Abode

10 Things I No Longer Buy: Part 2

I wrote a post called “10 Things I No Longer Buy” a few months ago, a list of 10 things I found that I could either live without or replace with something free/recycled/repurposed. As I’ve been decluttering the past few weeks and more selective of what makes it into the “keep” pile, there’s (at least) 10 more things I realized I could do without. Most were items that were cheap to purchase, but costly in other ways like time, upkeep, health, etc.

And so, in no particular order: 

1. Fake Plants:

These were a cheap buy. They didn’t make it into the “keep” pile since they get super dusty, are hard to clean, and have small parts that aren’t good for a curious baby. My local grocery store has small fresh flower bunches for a few dollars, so if there’s a time that I really want flowers, I get a small bunch and put them in a water glass. 

2. Fruit Bowls aka “Paperwork Bowls”:

I actually liked my fruit bowl until I realized that because it was a cheap buy, it wasn’t actually green glass- it was green coated glass (didn’t know that was a thing), and so the coating had started to chip. It was holding more paperwork than actual fruit, so it was time to let it go. 

3. Bed Risers:

Back when it was hard to say no to other people’s unwanted things, I had these odd little things under the feet of my bed to boost it up so that storage containers would fit under it. With less stuff, they aren’t needed. They kinda look like traffic cones, now that I think about it. A standard length bedskirt doesn’t hide them. 

Screen Shot 2017-05-01 at 5.03.18 PM

4. Physical Books: 

These take up so much space, and are a pain to pack and move. After getting an e-reader as a gift, I only buy a physical book if I have a specific person in mind to pass it on to when I’m done reading it.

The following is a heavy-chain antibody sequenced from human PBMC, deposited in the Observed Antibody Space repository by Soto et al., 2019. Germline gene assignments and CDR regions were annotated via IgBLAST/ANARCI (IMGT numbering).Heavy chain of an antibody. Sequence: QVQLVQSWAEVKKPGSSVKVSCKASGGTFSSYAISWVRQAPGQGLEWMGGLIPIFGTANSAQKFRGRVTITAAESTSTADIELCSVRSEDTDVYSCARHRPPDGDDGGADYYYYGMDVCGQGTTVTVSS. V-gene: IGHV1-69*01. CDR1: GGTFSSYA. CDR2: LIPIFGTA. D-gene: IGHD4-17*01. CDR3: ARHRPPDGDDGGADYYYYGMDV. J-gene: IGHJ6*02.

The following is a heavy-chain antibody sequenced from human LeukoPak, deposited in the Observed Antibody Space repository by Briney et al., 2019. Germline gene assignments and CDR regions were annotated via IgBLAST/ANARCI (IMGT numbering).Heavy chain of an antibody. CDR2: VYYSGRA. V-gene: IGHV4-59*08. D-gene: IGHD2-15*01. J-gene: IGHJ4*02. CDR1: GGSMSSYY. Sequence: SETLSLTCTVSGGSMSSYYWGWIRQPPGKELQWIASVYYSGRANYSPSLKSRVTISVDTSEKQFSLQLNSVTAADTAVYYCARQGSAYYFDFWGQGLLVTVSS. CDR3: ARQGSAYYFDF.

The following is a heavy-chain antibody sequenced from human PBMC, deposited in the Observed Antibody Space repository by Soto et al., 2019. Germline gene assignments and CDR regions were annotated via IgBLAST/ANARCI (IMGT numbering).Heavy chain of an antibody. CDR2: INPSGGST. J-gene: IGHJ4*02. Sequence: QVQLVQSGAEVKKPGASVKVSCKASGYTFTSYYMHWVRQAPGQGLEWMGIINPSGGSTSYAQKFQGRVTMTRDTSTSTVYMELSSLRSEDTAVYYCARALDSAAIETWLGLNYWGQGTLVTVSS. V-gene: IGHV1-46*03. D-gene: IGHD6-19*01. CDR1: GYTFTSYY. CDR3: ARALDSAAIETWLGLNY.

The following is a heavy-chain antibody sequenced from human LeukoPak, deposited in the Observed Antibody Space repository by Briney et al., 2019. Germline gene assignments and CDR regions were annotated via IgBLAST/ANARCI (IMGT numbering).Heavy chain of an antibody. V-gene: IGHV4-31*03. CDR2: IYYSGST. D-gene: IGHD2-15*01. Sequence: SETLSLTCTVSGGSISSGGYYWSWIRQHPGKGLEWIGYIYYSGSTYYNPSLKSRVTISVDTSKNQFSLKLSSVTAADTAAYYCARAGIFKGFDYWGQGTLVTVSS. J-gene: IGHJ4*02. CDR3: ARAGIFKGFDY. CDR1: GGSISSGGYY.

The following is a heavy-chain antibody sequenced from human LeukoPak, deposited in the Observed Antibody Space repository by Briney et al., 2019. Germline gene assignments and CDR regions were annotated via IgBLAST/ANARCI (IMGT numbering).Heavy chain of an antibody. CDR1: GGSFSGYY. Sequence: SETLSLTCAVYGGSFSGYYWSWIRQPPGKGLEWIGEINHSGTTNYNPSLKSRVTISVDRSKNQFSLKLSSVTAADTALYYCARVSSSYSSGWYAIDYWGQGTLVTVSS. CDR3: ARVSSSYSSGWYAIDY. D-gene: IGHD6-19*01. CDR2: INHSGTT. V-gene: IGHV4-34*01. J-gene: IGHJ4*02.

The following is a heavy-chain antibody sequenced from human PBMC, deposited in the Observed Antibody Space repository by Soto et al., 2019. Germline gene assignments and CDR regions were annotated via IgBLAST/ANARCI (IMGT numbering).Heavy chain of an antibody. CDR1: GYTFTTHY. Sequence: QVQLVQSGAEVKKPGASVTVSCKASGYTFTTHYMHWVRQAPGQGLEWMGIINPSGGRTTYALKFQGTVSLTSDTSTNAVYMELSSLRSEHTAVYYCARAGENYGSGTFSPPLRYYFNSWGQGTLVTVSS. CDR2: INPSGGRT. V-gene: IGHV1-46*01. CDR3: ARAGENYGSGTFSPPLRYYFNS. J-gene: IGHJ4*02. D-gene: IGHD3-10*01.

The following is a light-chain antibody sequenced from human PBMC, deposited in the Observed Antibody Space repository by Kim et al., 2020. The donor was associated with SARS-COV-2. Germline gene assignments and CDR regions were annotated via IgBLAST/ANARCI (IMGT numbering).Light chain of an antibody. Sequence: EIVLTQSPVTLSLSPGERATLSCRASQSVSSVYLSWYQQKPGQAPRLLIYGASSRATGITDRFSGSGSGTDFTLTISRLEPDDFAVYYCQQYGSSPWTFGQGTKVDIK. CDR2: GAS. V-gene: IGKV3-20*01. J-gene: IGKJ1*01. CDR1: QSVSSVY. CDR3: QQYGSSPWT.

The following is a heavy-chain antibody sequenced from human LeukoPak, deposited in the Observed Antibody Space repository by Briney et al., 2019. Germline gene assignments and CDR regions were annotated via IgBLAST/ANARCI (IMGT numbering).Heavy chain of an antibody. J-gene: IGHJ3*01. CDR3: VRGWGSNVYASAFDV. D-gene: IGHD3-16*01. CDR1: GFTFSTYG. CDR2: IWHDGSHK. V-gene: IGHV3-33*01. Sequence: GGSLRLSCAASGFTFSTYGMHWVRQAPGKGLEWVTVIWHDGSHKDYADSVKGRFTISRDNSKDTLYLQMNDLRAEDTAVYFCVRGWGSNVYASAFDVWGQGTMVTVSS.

5. Novelty Kitchen Items:

That cheap avocado holder seemed like a good idea at the time. But it got used maybe once. Retail stores will try to convince you that you need more kitchen gadgets. But really, anything beyond the basics will probably not get used that often. Novelty items take up space and have you thinking that you need a bigger kitchen, when in reality, your kitchen is probably fine, you may just need to pare down some things. For example, while going through kitchen items I realized we had 18 glasses for a family of 3 who never has dinner parties for 18 people, haha! So some had to go. 

6. Ice cream:

Not keeping ice cream around means that it doesn’t get freezer burn and we aren’t mindlessly eating it late at night. When we really want ice cream, the drive-thru ice cream place just down the road has more options than we could ever fit in the freezer, in reasonable portions.

7. Pre-packaged bakery items/sweets:

If you’ve ever looked at the long ingredient labels on these, there are many questionable ingredients- artificial flavors, artificial colors, preservatives, partially hydrogenated soybean oil- the list could go on and on. I’ve started buying healthier box versions that I can add ingredients to if I feel like it. 

8. Recipe book stand:

With the availability of recipes online, this rarely got used.

9. Home decor that has no “meaning”: 

This stuff is everywhere at the Targets, Walmarts, and Marshalls of the world. Much of it is quite eye-catching and pretty, with enticing prices. However, these items start to fall apart after awhile- the paper peels, the engineered wood starts to split, the paint or coating chips. I realized that these types of items had no sentimental meaning for me: they were just cluttering the walls, or I had picked an item in pursuit of a “decorated” home because it was cheap and the right color.

10. Craft supplies:

While I’ll always love crafty things, I just don’t have the time anymore for making them. I felt better passing the supplies on to someone who would actually enjoy them. I realized that hobbies that don’t require a bunch of extra “stuff” are actually more enjoyable for me: things like walking, blogging, cooking, yoga, sightseeing, etc. 

 

One question I’ve seen pop up several times is, “What do you do with the things that no longer fit your life?” Consider these 5 options before placing something in the trash: 

  • Sell on Craigslist, at consignment shops, or look into Facebook buy/sell/trade groups
  • Find a local non-profit thrift store that fits your values
  • Recycle as much as you can
  • Donate worn out clothes to Goodwill (they say they get recycled)
  • Swap items in good condition with a friend’s items 

What items do you find you no longer need? Please share!

 

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